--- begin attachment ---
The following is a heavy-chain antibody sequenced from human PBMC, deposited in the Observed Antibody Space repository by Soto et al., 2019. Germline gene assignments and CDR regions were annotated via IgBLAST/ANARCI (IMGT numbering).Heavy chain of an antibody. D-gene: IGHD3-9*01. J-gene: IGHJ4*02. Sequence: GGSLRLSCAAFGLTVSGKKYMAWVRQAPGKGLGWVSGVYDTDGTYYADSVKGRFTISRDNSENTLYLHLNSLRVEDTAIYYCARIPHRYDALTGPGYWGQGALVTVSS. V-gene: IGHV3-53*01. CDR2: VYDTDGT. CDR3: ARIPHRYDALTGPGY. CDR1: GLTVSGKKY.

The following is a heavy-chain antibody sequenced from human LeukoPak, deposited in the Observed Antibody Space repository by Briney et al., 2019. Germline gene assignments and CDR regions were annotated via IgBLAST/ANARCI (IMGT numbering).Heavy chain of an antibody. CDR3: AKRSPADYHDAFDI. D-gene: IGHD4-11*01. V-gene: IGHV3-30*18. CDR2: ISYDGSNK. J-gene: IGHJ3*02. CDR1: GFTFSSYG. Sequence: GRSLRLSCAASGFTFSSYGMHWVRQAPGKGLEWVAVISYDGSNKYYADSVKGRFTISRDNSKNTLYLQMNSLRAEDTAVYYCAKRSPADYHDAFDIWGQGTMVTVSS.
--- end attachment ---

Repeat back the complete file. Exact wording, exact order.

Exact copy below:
The following is a heavy-chain antibody sequenced from human PBMC, deposited in the Observed Antibody Space repository by Soto et al., 2019. Germline gene assignments and CDR regions were annotated via IgBLAST/ANARCI (IMGT numbering).Heavy chain of an antibody. D-gene: IGHD3-9*01. J-gene: IGHJ4*02. Sequence: GGSLRLSCAAFGLTVSGKKYMAWVRQAPGKGLGWVSGVYDTDGTYYADSVKGRFTISRDNSENTLYLHLNSLRVEDTAIYYCARIPHRYDALTGPGYWGQGALVTVSS. V-gene: IGHV3-53*01. CDR2: VYDTDGT. CDR3: ARIPHRYDALTGPGY. CDR1: GLTVSGKKY.

The following is a heavy-chain antibody sequenced from human LeukoPak, deposited in the Observed Antibody Space repository by Briney et al., 2019. Germline gene assignments and CDR regions were annotated via IgBLAST/ANARCI (IMGT numbering).Heavy chain of an antibody. CDR3: AKRSPADYHDAFDI. D-gene: IGHD4-11*01. V-gene: IGHV3-30*18. CDR2: ISYDGSNK. J-gene: IGHJ3*02. CDR1: GFTFSSYG. Sequence: GRSLRLSCAASGFTFSSYGMHWVRQAPGKGLEWVAVISYDGSNKYYADSVKGRFTISRDNSKNTLYLQMNSLRAEDTAVYYCAKRSPADYHDAFDIWGQGTMVTVSS.